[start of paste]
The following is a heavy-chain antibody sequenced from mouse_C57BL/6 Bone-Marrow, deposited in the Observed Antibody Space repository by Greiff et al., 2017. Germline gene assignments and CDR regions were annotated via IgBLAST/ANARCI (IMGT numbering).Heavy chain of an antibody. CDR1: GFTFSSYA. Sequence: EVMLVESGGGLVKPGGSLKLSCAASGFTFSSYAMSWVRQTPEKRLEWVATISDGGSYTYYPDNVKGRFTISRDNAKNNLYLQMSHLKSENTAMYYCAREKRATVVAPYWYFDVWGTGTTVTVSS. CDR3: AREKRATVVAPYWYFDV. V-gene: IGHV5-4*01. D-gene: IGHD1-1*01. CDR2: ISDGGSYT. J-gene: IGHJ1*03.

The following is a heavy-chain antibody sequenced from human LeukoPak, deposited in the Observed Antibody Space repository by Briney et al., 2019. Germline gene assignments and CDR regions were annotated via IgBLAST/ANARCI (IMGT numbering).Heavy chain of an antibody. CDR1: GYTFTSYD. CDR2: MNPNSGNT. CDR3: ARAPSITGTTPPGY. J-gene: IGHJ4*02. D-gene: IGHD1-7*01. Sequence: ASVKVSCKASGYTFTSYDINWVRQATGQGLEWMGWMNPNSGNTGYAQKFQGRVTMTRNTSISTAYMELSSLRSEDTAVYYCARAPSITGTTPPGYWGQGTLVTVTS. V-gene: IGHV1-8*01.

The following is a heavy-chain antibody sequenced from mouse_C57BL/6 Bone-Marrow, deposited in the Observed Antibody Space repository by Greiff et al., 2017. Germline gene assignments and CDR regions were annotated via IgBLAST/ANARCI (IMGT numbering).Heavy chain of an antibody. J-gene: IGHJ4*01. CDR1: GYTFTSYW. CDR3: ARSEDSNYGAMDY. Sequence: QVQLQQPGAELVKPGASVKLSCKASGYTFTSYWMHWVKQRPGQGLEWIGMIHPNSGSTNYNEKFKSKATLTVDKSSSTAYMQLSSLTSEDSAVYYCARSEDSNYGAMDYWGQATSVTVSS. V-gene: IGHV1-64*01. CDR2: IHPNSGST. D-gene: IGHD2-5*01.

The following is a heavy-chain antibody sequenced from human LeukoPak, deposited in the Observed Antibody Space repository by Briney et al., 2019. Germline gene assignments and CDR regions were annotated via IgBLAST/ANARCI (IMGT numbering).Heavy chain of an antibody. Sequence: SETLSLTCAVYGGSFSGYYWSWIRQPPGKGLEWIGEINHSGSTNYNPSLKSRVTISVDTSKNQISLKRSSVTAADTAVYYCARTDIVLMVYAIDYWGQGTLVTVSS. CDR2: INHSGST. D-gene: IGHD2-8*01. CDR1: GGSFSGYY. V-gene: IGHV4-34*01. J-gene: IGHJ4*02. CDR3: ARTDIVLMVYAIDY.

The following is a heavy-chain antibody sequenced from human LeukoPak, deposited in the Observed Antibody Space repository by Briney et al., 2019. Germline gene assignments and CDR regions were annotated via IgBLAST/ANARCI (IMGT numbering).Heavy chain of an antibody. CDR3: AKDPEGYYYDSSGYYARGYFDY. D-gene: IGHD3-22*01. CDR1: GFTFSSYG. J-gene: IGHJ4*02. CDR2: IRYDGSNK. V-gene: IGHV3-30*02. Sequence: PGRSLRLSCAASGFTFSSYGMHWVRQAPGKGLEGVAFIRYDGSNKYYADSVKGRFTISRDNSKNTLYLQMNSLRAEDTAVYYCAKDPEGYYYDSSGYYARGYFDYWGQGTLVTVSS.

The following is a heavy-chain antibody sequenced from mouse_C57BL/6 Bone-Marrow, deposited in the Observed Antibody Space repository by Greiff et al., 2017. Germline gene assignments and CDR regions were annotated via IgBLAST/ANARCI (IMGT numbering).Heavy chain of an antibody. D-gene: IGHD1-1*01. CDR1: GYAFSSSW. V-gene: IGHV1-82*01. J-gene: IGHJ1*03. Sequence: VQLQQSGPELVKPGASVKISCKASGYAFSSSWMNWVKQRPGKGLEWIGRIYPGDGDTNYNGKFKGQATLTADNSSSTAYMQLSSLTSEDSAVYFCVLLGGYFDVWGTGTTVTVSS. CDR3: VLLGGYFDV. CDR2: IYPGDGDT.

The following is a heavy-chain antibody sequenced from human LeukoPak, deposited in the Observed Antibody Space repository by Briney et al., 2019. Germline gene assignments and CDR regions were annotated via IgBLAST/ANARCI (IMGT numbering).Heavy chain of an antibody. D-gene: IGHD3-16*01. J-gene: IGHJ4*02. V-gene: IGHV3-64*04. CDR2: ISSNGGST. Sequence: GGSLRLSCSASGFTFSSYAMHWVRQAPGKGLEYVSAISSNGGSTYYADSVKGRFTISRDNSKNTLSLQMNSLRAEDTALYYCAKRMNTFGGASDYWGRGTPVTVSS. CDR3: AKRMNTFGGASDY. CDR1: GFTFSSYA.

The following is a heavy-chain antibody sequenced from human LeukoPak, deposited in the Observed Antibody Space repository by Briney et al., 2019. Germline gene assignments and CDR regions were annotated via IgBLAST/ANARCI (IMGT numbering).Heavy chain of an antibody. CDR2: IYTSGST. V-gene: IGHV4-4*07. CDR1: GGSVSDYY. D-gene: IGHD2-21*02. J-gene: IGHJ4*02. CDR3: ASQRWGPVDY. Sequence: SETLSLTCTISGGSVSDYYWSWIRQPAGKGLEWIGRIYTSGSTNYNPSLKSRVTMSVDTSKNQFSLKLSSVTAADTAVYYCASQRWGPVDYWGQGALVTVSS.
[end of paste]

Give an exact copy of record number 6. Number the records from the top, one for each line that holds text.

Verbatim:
The following is a heavy-chain antibody sequenced from mouse_C57BL/6 Bone-Marrow, deposited in the Observed Antibody Space repository by Greiff et al., 2017. Germline gene assignments and CDR regions were annotated via IgBLAST/ANARCI (IMGT numbering).Heavy chain of an antibody. D-gene: IGHD1-1*01. CDR1: GYAFSSSW. V-gene: IGHV1-82*01. J-gene: IGHJ1*03. Sequence: VQLQQSGPELVKPGASVKISCKASGYAFSSSWMNWVKQRPGKGLEWIGRIYPGDGDTNYNGKFKGQATLTADNSSSTAYMQLSSLTSEDSAVYFCVLLGGYFDVWGTGTTVTVSS. CDR3: VLLGGYFDV. CDR2: IYPGDGDT.